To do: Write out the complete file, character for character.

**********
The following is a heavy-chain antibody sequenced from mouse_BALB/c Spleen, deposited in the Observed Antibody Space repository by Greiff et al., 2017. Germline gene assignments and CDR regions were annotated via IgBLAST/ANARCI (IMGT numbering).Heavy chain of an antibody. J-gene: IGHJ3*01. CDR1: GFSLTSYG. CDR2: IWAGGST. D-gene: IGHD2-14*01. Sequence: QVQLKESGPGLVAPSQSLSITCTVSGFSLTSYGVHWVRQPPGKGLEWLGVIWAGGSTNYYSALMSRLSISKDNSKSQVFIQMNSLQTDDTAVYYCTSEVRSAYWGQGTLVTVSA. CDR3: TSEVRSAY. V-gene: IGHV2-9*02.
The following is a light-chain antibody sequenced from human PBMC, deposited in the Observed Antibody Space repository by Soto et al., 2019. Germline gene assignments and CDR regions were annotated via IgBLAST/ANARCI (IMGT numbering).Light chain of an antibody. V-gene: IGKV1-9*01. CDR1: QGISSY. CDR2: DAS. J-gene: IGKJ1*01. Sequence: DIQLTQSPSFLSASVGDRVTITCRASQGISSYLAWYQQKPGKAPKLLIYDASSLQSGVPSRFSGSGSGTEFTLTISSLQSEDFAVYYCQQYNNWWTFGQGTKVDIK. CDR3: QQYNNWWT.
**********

The following is a heavy-chain antibody sequenced from mouse_BALB/c Spleen, deposited in the Observed Antibody Space repository by Greiff et al., 2017. Germline gene assignments and CDR regions were annotated via IgBLAST/ANARCI (IMGT numbering).Heavy chain of an antibody. J-gene: IGHJ3*01. CDR1: GFSLTSYG. CDR2: IWAGGST. D-gene: IGHD2-14*01. Sequence: QVQLKESGPGLVAPSQSLSITCTVSGFSLTSYGVHWVRQPPGKGLEWLGVIWAGGSTNYYSALMSRLSISKDNSKSQVFIQMNSLQTDDTAVYYCTSEVRSAYWGQGTLVTVSA. CDR3: TSEVRSAY. V-gene: IGHV2-9*02.
The following is a light-chain antibody sequenced from human PBMC, deposited in the Observed Antibody Space repository by Soto et al., 2019. Germline gene assignments and CDR regions were annotated via IgBLAST/ANARCI (IMGT numbering).Light chain of an antibody. V-gene: IGKV1-9*01. CDR1: QGISSY. CDR2: DAS. J-gene: IGKJ1*01. Sequence: DIQLTQSPSFLSASVGDRVTITCRASQGISSYLAWYQQKPGKAPKLLIYDASSLQSGVPSRFSGSGSGTEFTLTISSLQSEDFAVYYCQQYNNWWTFGQGTKVDIK. CDR3: QQYNNWWT.